A World of Unique Character and Natural Beauty

Acadia's Wild Side

February 7, 2012      Author : Jeffrey Romano    Category: Environment      0 Comment(s)

Most hikers who visit Acadia National Park venture to Mount Desert Island and enjoy its many well-trodden paths to popular panoramic vistas.  Exhibiting incredible stonework and attention to detail, these trails are true works of art and an essential stop on any Acadia vacation.  A wilder, less-traveled, but equally compelling corner of Acadia National Park is Isle au Haut.

" In the canopy above, flocks of white-winged crossbills devoured spruce cones on one tree after another."

Two summers ago, I had the opportunity to spend a full day exploring this scenic island, reveling in its rugged landscape and natural beauty.

The forecast for the mid-July day was clear skies and warm temperatures, perfect conditions for a hike in coastal Maine.  I arrived bright and early to Stonington, an active fishing village on the southern tip of Deer Isle.  After climbing aboard the 7:00 AM ferry, we quickly departed.  The water was like glass as the one-hour cruise headed south through the collection of offshore islands.  Basking in the early morning sun, I scanned for harbor seals and other signs of life – it does not get any better than this.

Before long, we reached the town landing on the island’s northwestern corner. Roughly six miles long and two miles wide, the National Park Service owns 47% of Isle au Haut.  The heart of Acadia’s Isle au Haut unit is located on the island’s southern half, which not surprisingly, is where the island’s most stunning natural features exist.  Departing the boat, I made a beeline in that direction.

Just south of the town landing, a National Park Ranger Station welcomes you to the island and the start of the Duck Harbor Trail, a relatively level route that was a perfect choice to begin the day’s hike.  Through classic coastal evergreen forest, the path winds past boulders and through a moss-covered landscape.  Offering an occasional ocean view, the mostly forested trail provided much solitude and time for quiet contemplation.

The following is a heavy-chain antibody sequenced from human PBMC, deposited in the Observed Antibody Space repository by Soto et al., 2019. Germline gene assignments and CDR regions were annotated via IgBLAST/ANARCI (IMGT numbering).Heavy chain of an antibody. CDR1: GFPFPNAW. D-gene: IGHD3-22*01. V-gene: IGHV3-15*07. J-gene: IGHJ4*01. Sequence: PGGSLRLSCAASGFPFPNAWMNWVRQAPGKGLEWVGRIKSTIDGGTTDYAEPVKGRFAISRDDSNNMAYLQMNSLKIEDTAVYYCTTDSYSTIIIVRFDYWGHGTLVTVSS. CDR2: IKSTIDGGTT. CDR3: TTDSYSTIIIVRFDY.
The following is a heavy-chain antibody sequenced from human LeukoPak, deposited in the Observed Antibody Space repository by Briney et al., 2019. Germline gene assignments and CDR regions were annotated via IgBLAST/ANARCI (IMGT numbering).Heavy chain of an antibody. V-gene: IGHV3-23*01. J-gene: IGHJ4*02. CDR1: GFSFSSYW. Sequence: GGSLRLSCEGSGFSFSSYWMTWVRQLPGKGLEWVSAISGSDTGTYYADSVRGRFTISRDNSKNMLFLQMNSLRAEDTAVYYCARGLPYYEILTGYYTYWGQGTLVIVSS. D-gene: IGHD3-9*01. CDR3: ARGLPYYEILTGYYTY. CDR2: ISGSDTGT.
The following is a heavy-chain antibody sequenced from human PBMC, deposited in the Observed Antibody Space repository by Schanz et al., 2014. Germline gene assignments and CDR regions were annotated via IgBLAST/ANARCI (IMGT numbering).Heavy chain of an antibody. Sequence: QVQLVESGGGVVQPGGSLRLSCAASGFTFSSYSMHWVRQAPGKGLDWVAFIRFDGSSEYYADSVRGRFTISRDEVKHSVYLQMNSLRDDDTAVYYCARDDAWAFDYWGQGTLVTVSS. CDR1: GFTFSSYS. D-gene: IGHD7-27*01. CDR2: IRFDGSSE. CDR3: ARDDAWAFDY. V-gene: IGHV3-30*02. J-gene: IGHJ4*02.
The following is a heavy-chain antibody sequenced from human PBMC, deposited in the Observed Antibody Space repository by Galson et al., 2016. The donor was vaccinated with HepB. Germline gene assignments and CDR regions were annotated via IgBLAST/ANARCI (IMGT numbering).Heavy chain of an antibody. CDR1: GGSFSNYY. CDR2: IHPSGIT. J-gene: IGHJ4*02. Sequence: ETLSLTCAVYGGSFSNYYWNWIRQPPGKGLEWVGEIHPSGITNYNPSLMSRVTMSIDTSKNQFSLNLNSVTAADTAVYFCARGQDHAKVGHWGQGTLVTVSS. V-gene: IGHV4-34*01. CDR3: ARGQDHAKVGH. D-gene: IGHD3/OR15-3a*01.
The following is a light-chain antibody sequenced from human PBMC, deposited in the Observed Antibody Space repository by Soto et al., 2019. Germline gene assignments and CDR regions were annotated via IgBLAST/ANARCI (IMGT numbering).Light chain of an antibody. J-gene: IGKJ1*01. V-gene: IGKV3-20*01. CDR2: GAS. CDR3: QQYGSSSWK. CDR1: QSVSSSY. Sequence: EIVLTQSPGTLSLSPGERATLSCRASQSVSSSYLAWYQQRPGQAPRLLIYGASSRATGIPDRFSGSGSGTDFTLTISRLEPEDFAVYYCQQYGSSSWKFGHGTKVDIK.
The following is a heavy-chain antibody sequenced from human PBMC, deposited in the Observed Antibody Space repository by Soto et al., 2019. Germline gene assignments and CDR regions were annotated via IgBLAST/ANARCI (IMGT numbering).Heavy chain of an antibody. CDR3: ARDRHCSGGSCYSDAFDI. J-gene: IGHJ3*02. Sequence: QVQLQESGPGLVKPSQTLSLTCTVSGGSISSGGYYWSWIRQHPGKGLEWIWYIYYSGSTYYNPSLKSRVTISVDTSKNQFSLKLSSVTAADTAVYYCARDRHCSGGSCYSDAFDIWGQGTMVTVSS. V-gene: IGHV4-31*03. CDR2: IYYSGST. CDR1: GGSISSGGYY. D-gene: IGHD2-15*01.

"As the path rises higher, the views become more spectacular, especially the western scenes of Penobscot Bay and the Camden Hills."

Soon, the day’s travels led to Duck Harbor.  This narrow cove on the southwest shore of the island is home to a small National Park campground (available with advanced reservations) and provides an ideal starting location to discover the island’s most scenic locations.  The day’s first stop was Duck Harbor Mountain.  Ascending rapidly from sea level, the Duck Harbor Mountain Trail scales a series of granite ledges.  As the path rises higher, the views become more spectacular, especially the western scenes of Penobscot Bay and the Camden Hills.

An incoming off shore swell adds spectacle to this westerly view from the Goat Trail.

Carefully making my way over the summit, the somewhat challenging path descended as quickly as it rose on the other side of the mountain and ended at an intersection with the Goat Trail.  With the mid-summer sun rising high in the sky and air temperatures not far behind, it was nice to be

Rugged shoreline view from the Cliff Trail

near the shore again.  Turning left onto the Goat Trail, I ascended a small knoll that afforded incredible views of the island’s coastal cliffs.  On this day, a tropical storm far offshore was fortuitously generating pounding surf that only served to enhance the experience.  Especially soothing was the sound of the waves crackling through the cobble beaches below.

Heading south once again, I continued to be drawn farther down the scenic Western Head.  Joining the Cliff Trail, my adventure led to picturesque promontories high above the ocean.  The cool breezes and incredible beauty were intoxicating.  How could it be that so few people were enjoying this special place with me on this perfect summer day?

Needing a place to kick back and grab a bite to eat, I stumbled upon a quiet ocean-side picnic location.  At an intersection of the Cliff and Western Head trails, a short spur lead to the island’s southern most point.  Under the shady forest, I took advantage of this serene spot and watched nature as it unfolded.  Atop the rising ocean, common eider mothers watched over their young ducklings.  In the canopy above, flocks of white-winged crossbills devoured spruce cones on one tree after another.

Common eider mothers watch over their young ducklings.

Re-energized from the brief respite, it was time to hit the trail once again.  Joining the Western Head Trail, I began a return trek to Duck Harbor.  Although following a less-dramatic shoreline than other routes, this pleasant path provides frequent coastal views of classic Maine scenery.  A great end to a day of hiking on Isle au Haut.

Returning to Duck Harbor in time to meet the late afternoon ferry back to Stonington, it was tough to depart.  Next time, I must plan for an overnight stay at the campground.  Exploring Isle au Haut on a summer’s evening and gazing upon the setting sun must be amazing.  Next time!

More Information
Acadia National Park: http://www.nps.gov/acad/index.htm
Duck Harbor Campground: http://www.nps.gov/acad/planyourvisit/duckharbor.htm
Isle au Haut Trails Map: http://www.nps.gov/acad/planyourvisit/upload/iahmap.pdf
Isle Au Haut Ferry: http://isleauhaut.com/index.html
Isle au Haut year around living: http://www.isleauhaut.org

Photo by Maria Fuentes

About the author / photographer

Jeffrey Romano is author of “Classic Hikes in New England’’ (2010) and “Best Loop Hikes: From New Hampshire’s White Mountains to the Maine Coast’’ (2006.  He is also a regular contributor to the Boston Globe.  Jeff can be reached at www.jeffreyromano.com.


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